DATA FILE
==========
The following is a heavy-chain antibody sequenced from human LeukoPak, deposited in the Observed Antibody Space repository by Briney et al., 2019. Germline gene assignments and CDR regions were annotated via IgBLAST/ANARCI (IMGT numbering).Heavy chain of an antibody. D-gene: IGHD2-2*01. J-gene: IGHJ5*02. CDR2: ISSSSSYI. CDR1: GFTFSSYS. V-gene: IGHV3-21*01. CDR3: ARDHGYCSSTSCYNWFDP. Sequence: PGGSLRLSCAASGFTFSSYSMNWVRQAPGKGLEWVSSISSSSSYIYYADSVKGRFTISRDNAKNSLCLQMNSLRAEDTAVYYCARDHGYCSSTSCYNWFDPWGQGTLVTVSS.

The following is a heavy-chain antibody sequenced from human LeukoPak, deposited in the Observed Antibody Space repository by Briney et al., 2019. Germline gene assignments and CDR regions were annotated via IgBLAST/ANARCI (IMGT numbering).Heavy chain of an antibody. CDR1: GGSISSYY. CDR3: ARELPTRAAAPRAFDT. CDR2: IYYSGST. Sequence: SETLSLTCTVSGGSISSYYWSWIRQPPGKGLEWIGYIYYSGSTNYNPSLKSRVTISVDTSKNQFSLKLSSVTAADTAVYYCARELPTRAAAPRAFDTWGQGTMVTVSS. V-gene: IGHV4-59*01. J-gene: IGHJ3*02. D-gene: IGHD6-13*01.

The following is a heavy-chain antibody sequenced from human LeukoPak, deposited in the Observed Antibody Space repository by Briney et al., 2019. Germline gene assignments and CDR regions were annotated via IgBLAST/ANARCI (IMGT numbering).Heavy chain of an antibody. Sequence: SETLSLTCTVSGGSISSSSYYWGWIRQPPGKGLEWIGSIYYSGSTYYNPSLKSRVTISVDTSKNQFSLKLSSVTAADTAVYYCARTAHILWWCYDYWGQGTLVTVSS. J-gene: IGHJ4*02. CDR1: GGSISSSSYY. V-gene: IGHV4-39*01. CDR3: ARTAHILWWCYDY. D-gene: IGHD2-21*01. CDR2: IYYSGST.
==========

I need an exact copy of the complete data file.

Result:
The following is a heavy-chain antibody sequenced from human LeukoPak, deposited in the Observed Antibody Space repository by Briney et al., 2019. Germline gene assignments and CDR regions were annotated via IgBLAST/ANARCI (IMGT numbering).Heavy chain of an antibody. D-gene: IGHD2-2*01. J-gene: IGHJ5*02. CDR2: ISSSSSYI. CDR1: GFTFSSYS. V-gene: IGHV3-21*01. CDR3: ARDHGYCSSTSCYNWFDP. Sequence: PGGSLRLSCAASGFTFSSYSMNWVRQAPGKGLEWVSSISSSSSYIYYADSVKGRFTISRDNAKNSLCLQMNSLRAEDTAVYYCARDHGYCSSTSCYNWFDPWGQGTLVTVSS.

The following is a heavy-chain antibody sequenced from human LeukoPak, deposited in the Observed Antibody Space repository by Briney et al., 2019. Germline gene assignments and CDR regions were annotated via IgBLAST/ANARCI (IMGT numbering).Heavy chain of an antibody. CDR1: GGSISSYY. CDR3: ARELPTRAAAPRAFDT. CDR2: IYYSGST. Sequence: SETLSLTCTVSGGSISSYYWSWIRQPPGKGLEWIGYIYYSGSTNYNPSLKSRVTISVDTSKNQFSLKLSSVTAADTAVYYCARELPTRAAAPRAFDTWGQGTMVTVSS. V-gene: IGHV4-59*01. J-gene: IGHJ3*02. D-gene: IGHD6-13*01.

The following is a heavy-chain antibody sequenced from human LeukoPak, deposited in the Observed Antibody Space repository by Briney et al., 2019. Germline gene assignments and CDR regions were annotated via IgBLAST/ANARCI (IMGT numbering).Heavy chain of an antibody. Sequence: SETLSLTCTVSGGSISSSSYYWGWIRQPPGKGLEWIGSIYYSGSTYYNPSLKSRVTISVDTSKNQFSLKLSSVTAADTAVYYCARTAHILWWCYDYWGQGTLVTVSS. J-gene: IGHJ4*02. CDR1: GGSISSSSYY. V-gene: IGHV4-39*01. CDR3: ARTAHILWWCYDY. D-gene: IGHD2-21*01. CDR2: IYYSGST.